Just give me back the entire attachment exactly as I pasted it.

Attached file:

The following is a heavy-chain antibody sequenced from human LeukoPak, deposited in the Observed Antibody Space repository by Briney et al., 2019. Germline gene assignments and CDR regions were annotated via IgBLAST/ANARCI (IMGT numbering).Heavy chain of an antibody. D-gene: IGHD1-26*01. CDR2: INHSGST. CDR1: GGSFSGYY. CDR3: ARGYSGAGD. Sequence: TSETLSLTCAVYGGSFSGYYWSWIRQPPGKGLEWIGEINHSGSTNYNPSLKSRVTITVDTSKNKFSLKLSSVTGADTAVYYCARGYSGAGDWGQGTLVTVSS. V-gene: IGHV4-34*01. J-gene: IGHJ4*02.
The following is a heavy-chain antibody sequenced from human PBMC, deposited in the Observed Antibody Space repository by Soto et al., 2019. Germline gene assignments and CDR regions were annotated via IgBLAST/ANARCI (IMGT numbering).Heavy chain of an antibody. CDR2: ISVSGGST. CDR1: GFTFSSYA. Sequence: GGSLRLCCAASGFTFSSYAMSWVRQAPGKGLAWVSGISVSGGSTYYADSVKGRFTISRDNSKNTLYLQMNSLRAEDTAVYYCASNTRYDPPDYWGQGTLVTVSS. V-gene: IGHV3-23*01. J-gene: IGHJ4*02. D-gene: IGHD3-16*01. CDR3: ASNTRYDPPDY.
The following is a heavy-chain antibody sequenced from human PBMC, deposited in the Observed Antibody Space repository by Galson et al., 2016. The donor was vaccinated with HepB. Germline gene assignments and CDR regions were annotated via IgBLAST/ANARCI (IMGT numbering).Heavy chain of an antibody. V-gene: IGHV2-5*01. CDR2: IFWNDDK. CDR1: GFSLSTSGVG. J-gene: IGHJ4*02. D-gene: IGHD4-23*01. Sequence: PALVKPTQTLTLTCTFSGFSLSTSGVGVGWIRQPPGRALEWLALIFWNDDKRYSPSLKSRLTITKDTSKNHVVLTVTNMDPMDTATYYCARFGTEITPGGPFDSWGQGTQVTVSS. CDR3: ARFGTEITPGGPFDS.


The following is a heavy-chain antibody sequenced from human LeukoPak, deposited in the Observed Antibody Space repository by Briney et al., 2019. Germline gene assignments and CDR regions were annotated via IgBLAST/ANARCI (IMGT numbering).Heavy chain of an antibody. D-gene: IGHD1-26*01. CDR2: INHSGST. CDR1: GGSFSGYY. CDR3: ARGYSGAGD. Sequence: TSETLSLTCAVYGGSFSGYYWSWIRQPPGKGLEWIGEINHSGSTNYNPSLKSRVTITVDTSKNKFSLKLSSVTGADTAVYYCARGYSGAGDWGQGTLVTVSS. V-gene: IGHV4-34*01. J-gene: IGHJ4*02.
The following is a heavy-chain antibody sequenced from human PBMC, deposited in the Observed Antibody Space repository by Soto et al., 2019. Germline gene assignments and CDR regions were annotated via IgBLAST/ANARCI (IMGT numbering).Heavy chain of an antibody. CDR2: ISVSGGST. CDR1: GFTFSSYA. Sequence: GGSLRLCCAASGFTFSSYAMSWVRQAPGKGLAWVSGISVSGGSTYYADSVKGRFTISRDNSKNTLYLQMNSLRAEDTAVYYCASNTRYDPPDYWGQGTLVTVSS. V-gene: IGHV3-23*01. J-gene: IGHJ4*02. D-gene: IGHD3-16*01. CDR3: ASNTRYDPPDY.
The following is a heavy-chain antibody sequenced from human PBMC, deposited in the Observed Antibody Space repository by Galson et al., 2016. The donor was vaccinated with HepB. Germline gene assignments and CDR regions were annotated via IgBLAST/ANARCI (IMGT numbering).Heavy chain of an antibody. V-gene: IGHV2-5*01. CDR2: IFWNDDK. CDR1: GFSLSTSGVG. J-gene: IGHJ4*02. D-gene: IGHD4-23*01. Sequence: PALVKPTQTLTLTCTFSGFSLSTSGVGVGWIRQPPGRALEWLALIFWNDDKRYSPSLKSRLTITKDTSKNHVVLTVTNMDPMDTATYYCARFGTEITPGGPFDSWGQGTQVTVSS. CDR3: ARFGTEITPGGPFDS.